According to Jones, one of the toughest aspects of the job has been working in an extremely tight job site. The new parking garage is sandwiched between an existing garage on one side and surrounding live roadways that feed the airport terminals on the others. Another problem has been the extremely harsh concrete mix required for the structure. The company has relied on a Putzmeister 52Z-Meter boom pump to help meet both of these challenges.

Jones said the company has built many parking structures in the past, but this is the largest. The basic plan has been to pour the columns, then slab on grade or decks and repeat, building up. So the company divided each 300,000-square-foot (91,440 m2) level into four quadrants. Each approximate 250- x 250-foot (76 x 76 m) section required three pours.

P.J. Dick found the best way to reach the deck pours was with a 52Z-Meter Putzmeister boom pump. It's the only five-section Z boom in the 170-foot (52 m) height range, giving the company three or four boom sections of reach over the deck.

The company's original plan was to use a mini-placer for the out-of-reach areas, but it scrapped the idea after they put the pump to work. "Considering all the work required to build the gangways and fit pipe for a mini-placer, we probably saved 20 percent on our total concrete placement labor cost by going to the 52Z," said Jones. "The pump has helped us stick to a very tight schedule. We just set it up and let it go."

"We've been pouring nearly an acre of concrete a week, and it has gone unbelievably smooth," said Jon Abbey, P.J. Dick's vice president and general manager. "Even with the harsh mix we've been using, the 52Z hasn't had any blockages. We weren't as lucky with another pump."

Jones said the company used an extremely harsh mix with an accelerating corrosion inhibitor to gain strength early – 3,000 psi (20 N/m2) in two days – and stop salt from penetrating the rebar in the concrete. Using superplasticizer, the concrete had a maximum of 8-inch (203 mm) slump. Without the superplasticizer, he said it was a 1 1/2-inch (38 mm) slump. The mix was 7,000 psi (48.3 N/m2) for the columns on the bottom four levels and 5,000 psi (34 N/m2) for the decks.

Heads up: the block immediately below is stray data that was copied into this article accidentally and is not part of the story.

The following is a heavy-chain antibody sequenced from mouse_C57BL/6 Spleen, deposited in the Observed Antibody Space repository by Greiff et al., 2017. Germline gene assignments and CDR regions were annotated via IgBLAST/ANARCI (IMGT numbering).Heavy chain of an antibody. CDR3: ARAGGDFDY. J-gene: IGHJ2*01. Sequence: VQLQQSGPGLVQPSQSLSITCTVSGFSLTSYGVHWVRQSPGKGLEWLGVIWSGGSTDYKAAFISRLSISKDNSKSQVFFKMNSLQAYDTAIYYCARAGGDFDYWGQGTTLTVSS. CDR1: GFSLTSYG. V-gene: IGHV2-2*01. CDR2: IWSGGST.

The garage also contains 2.4 million linear feet (731,520 m) of post-tension cable and 3,300 tons (2,994 metric tons) of rebar.

P.J. Dick has averaged two to three pours a week, anywhere from 350 to 800 cubic yards (320 to 731 m3) each. By the time the company is done, the garage will contain approximately 65,000 cubic yards (59,436 m3) of concrete.

"The 52Z has saved a lot of time and money with its reach on this job site," added Jones. "A five-section boom puts concrete where a four-section can't. And the Z-boom is more maneuverable than a roll-and-fold configuration, letting our operators put concrete in place on this tight job site."

At its peak, the company employed nearly 280 workers on the project. The company completed the last major pour with the pump in July.